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Why a post-COVID housing investment 'makes perfect sense' for governments

13 May 2020 at 3:02 pm
Luke Michael
Labor wants to ensure affordable housing is available for the nation's frontline workers

Luke Michael | 13 May 2020 at 3:02 pm


Why a post-COVID housing investment 'makes perfect sense' for governments
13 May 2020 at 3:02 pm

Labor wants to ensure affordable housing is available for the nation’s frontline workers

Housing advocates have backed calls from the ALP to create a National Housing Stimulus Plan to help Australia recover from COVID-19.   

Labor’s housing and homelessness spokesperson Jason Clare said on Tuesday that work in the housing construction industry was drying up, which meant a sharp decline in work for tradespeople and small businesses unless action was taken.

The federal opposition believes a National Housing Stimulus Plan should involve governments working with the private sector and superannuation funds to invest in more social and affordable housing, while also repairing existing social housing.

Clare said a specific program should be developed to help nurses, cleaners, aged care workers, supermarket employees and other front-line workers.  

“Around the country governments and super funds are already building some affordable rental accommodation for key workers – close to where they work. But a lot more can be done,” Clare said.

“We need a plan that creates jobs for tradies and more affordable housing for these heroes.”

The plan has been backed by National Shelter, which has worked with the Community Housing Industry Association and Homelessness Australia to develop a proposal to build 30,000 housing units within three years.   

Adrian Pisarski, National Shelter’s executive officer, told Pro Bono News: “Building social and affordable housing are among the best things that can be done to get workers working, businesses doing business and most importantly meeting a massive social need.”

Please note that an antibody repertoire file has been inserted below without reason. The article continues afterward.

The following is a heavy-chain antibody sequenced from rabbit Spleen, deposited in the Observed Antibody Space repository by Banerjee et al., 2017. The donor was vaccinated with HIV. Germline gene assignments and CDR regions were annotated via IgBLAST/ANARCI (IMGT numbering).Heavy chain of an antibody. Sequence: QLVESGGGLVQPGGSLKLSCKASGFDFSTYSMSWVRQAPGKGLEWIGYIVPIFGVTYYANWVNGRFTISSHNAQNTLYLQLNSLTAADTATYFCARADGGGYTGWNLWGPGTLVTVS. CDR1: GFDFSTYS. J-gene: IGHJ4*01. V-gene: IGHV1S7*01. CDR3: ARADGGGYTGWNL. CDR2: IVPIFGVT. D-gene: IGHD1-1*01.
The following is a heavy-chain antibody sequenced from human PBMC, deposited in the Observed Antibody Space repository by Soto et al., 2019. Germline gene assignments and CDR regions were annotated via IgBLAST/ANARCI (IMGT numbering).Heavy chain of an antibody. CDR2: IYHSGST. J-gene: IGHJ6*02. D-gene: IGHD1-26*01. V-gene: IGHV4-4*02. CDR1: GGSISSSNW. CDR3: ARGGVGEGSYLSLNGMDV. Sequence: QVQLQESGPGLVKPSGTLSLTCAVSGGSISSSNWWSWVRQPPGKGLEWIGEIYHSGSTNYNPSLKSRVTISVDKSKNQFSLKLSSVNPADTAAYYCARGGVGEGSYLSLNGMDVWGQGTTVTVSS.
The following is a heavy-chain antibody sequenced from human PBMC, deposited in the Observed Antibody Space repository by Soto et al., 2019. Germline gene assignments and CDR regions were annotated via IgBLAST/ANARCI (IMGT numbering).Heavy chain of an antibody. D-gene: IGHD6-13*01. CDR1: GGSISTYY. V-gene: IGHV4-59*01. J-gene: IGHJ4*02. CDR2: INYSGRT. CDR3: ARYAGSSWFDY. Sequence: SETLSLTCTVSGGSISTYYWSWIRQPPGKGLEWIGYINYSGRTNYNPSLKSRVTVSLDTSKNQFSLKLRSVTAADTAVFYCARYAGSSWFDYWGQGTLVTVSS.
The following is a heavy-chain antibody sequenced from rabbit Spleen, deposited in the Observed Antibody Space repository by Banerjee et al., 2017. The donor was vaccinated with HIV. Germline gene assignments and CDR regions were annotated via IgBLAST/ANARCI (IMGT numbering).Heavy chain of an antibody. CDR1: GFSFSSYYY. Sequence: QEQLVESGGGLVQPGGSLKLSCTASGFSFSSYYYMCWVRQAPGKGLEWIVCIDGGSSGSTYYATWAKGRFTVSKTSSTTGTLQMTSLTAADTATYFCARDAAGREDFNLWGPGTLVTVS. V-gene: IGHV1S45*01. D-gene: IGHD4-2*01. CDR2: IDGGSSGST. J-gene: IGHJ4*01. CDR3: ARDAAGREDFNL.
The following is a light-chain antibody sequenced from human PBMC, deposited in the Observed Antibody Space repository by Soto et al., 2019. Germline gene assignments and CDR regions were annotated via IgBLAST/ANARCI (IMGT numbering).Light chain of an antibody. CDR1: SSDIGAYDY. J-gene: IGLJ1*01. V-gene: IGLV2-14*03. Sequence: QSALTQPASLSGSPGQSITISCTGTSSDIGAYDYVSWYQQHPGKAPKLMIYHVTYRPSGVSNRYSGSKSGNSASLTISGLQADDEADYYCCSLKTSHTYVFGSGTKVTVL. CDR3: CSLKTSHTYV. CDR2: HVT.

The Australian Council of Social Service also recently advocated for an ambitious $7 billion program to build 30,000 social housing properties to create jobs and reduce homelessness.  

Pisarski said taking a housing-first approach to the nation’s COVID-19 recovery was vital.

“A post-COVID investment makes perfect sense and should be the beginning of a longer-term investment in social and affordable housing,” he said. 

“More people will need it and it helps generate economic activity. It will speed the recovery and fill in some of the shortage we currently have.”

While the federal government has not announced any plans for a housing stimulus plan, it has indicated it will focus on supporting vulnerable people needing a home.

Luke Howarth, the assistant minister for community housing, spoke about the Commonwealth’s priorities following an Australian Alliance to End Homelessness online forum on Tuesday.

“My key focus is reducing the incidence of homelessness and safe and secure housing; and housing first because we know this leads to better health education and safety outcomes and workforce participant and choices in the bridge to recovery,” Howarth said.

Luke Michael  |  Journalist  |  @luke_michael96

Luke Michael is a journalist at Pro Bono News covering the social sector.

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